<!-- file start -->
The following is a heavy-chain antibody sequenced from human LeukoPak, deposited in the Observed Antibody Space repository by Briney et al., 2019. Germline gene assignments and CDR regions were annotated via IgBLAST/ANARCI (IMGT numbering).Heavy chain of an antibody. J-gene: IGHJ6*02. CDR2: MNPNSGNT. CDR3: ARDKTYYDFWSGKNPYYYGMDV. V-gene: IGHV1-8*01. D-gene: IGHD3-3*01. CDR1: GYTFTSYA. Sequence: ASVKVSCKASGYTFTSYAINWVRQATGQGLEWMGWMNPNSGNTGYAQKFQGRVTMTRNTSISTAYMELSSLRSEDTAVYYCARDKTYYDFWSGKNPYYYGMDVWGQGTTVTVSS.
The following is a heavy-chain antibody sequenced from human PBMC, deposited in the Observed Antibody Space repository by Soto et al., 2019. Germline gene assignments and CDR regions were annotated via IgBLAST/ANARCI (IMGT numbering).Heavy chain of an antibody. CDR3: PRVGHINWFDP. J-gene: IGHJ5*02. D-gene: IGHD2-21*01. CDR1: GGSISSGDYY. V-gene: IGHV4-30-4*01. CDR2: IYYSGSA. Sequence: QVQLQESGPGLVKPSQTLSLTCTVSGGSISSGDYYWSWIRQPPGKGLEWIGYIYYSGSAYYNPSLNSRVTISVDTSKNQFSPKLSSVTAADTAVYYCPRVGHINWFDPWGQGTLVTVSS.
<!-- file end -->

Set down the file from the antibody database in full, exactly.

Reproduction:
The following is a heavy-chain antibody sequenced from human LeukoPak, deposited in the Observed Antibody Space repository by Briney et al., 2019. Germline gene assignments and CDR regions were annotated via IgBLAST/ANARCI (IMGT numbering).Heavy chain of an antibody. J-gene: IGHJ6*02. CDR2: MNPNSGNT. CDR3: ARDKTYYDFWSGKNPYYYGMDV. V-gene: IGHV1-8*01. D-gene: IGHD3-3*01. CDR1: GYTFTSYA. Sequence: ASVKVSCKASGYTFTSYAINWVRQATGQGLEWMGWMNPNSGNTGYAQKFQGRVTMTRNTSISTAYMELSSLRSEDTAVYYCARDKTYYDFWSGKNPYYYGMDVWGQGTTVTVSS.
The following is a heavy-chain antibody sequenced from human PBMC, deposited in the Observed Antibody Space repository by Soto et al., 2019. Germline gene assignments and CDR regions were annotated via IgBLAST/ANARCI (IMGT numbering).Heavy chain of an antibody. CDR3: PRVGHINWFDP. J-gene: IGHJ5*02. D-gene: IGHD2-21*01. CDR1: GGSISSGDYY. V-gene: IGHV4-30-4*01. CDR2: IYYSGSA. Sequence: QVQLQESGPGLVKPSQTLSLTCTVSGGSISSGDYYWSWIRQPPGKGLEWIGYIYYSGSAYYNPSLNSRVTISVDTSKNQFSPKLSSVTAADTAVYYCPRVGHINWFDPWGQGTLVTVSS.